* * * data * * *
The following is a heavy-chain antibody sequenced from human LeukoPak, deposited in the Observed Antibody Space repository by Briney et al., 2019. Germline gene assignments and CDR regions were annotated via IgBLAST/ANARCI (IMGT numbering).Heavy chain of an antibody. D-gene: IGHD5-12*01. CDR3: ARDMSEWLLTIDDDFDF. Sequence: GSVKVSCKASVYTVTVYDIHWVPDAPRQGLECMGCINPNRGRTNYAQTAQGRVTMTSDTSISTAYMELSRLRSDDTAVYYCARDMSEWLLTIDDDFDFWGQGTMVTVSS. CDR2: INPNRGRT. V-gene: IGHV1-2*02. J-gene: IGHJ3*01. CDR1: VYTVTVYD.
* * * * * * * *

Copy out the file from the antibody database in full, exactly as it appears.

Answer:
The following is a heavy-chain antibody sequenced from human LeukoPak, deposited in the Observed Antibody Space repository by Briney et al., 2019. Germline gene assignments and CDR regions were annotated via IgBLAST/ANARCI (IMGT numbering).Heavy chain of an antibody. D-gene: IGHD5-12*01. CDR3: ARDMSEWLLTIDDDFDF. Sequence: GSVKVSCKASVYTVTVYDIHWVPDAPRQGLECMGCINPNRGRTNYAQTAQGRVTMTSDTSISTAYMELSRLRSDDTAVYYCARDMSEWLLTIDDDFDFWGQGTMVTVSS. CDR2: INPNRGRT. V-gene: IGHV1-2*02. J-gene: IGHJ3*01. CDR1: VYTVTVYD.